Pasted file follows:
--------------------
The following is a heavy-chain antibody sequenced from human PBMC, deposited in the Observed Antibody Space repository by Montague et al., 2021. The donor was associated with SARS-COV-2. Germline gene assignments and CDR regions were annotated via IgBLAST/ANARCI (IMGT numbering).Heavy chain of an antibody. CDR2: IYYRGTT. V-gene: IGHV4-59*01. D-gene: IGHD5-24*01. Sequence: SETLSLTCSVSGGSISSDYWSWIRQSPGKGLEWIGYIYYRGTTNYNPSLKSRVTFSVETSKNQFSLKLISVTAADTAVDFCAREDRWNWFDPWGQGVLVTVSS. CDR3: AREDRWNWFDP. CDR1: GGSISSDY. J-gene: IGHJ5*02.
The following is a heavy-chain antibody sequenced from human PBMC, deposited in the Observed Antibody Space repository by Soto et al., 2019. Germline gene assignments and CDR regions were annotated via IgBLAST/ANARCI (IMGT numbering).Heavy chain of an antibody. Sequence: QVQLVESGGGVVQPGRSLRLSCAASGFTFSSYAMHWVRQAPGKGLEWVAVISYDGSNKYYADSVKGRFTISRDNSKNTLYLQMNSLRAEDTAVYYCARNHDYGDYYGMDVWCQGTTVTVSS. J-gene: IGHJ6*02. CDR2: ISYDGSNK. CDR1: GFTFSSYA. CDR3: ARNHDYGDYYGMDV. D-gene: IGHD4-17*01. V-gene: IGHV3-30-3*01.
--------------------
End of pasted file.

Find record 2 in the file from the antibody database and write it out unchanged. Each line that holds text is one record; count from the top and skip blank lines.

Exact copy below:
The following is a heavy-chain antibody sequenced from human PBMC, deposited in the Observed Antibody Space repository by Soto et al., 2019. Germline gene assignments and CDR regions were annotated via IgBLAST/ANARCI (IMGT numbering).Heavy chain of an antibody. Sequence: QVQLVESGGGVVQPGRSLRLSCAASGFTFSSYAMHWVRQAPGKGLEWVAVISYDGSNKYYADSVKGRFTISRDNSKNTLYLQMNSLRAEDTAVYYCARNHDYGDYYGMDVWCQGTTVTVSS. J-gene: IGHJ6*02. CDR2: ISYDGSNK. CDR1: GFTFSSYA. CDR3: ARNHDYGDYYGMDV. D-gene: IGHD4-17*01. V-gene: IGHV3-30-3*01.